There are three main programs used to design Large Format Graphics (all of which are Adobe products).
Always remember to convert your fonts to outlines when delivering Illustrator or InDesign files to a print vendor. This turns the fonts into “shapes” (as opposed to leaving it defined as text), so it can be neatly scaled with the rest of the image, and you won’t encounter any font substitution problems.
So, there are times, when you are creating a graphic, that you will you need to import a bitmap image from Photoshop. To do this, it is essential that the dots per inch (DPI) is high enough that your graphic doesn’t suffer from a drop in quality.
Fortunately, because these images are meant to be viewed from a significant distance, it is possible to use a lower DPI than you would for an image in a magazine. Often these images are not even going to be viewed at eye level, and details are not as noticeable when seen from 20 feet away.
Instead of the 300 DPI used for magazines, for many large-format images, bitmap graphics at 100 DPI is acceptable – and for very large graphics 60 DPI will work fine.
Remember that these designs are intended to be viewed from far away, so it is unnecessary to cram every inch of space with detail – no matter how tempting it may be to do so. Sometimes it can be hard to resist filling in the white areas, but with large-format designs, too much detail can actually make it difficult to discern images and limit the overall impact.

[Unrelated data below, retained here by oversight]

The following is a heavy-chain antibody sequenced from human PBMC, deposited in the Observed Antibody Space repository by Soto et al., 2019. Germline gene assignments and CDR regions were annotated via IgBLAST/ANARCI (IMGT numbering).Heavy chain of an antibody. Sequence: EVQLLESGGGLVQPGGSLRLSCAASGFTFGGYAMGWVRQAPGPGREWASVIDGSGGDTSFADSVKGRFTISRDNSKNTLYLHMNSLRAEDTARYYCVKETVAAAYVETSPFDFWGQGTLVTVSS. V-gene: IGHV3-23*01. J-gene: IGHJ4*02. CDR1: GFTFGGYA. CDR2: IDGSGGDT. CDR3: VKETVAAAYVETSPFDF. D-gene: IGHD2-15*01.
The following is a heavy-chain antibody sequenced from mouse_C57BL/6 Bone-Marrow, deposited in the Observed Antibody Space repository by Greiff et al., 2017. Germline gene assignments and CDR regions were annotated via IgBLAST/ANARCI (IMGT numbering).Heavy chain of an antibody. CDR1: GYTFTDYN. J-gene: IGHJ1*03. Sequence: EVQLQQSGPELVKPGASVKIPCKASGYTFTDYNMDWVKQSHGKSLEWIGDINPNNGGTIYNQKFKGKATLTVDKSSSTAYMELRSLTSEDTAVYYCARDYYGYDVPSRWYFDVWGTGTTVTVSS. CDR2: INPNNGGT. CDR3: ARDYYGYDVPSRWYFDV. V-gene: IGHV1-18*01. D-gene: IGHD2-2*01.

This is doubly true of text. Try not to have too many words. This will make it hard to read and, again, have a drastic, negative effect on the overall message of the piece. Keep copy to a minimum and use distinct fonts that are easy to read.
Finally, use colors in your foreground images that contrast with the background for maximum visibility and make sure to keep the area behind any text clear. When text is placed over a busy background, it becomes very difficult to read.
File sizes for large-format graphics can quickly become unwieldy, so it is a good idea to work at a scaled percentage of what you intend the final to be. For example, if a final printed product is going to be 120 inches by 60 inches, you can create a file that’s 30 inches by 15 inches, or one-fourth the size. This will be easier on you when you are trying to move items around, and the file size will be more manageable.
It is extremely important, however, to clearly communicate to the print vendor about the scale you used and how large they are supposed to scale the files up. Not passing this message on will be a costly mistake. Learn More About Large Format Graphics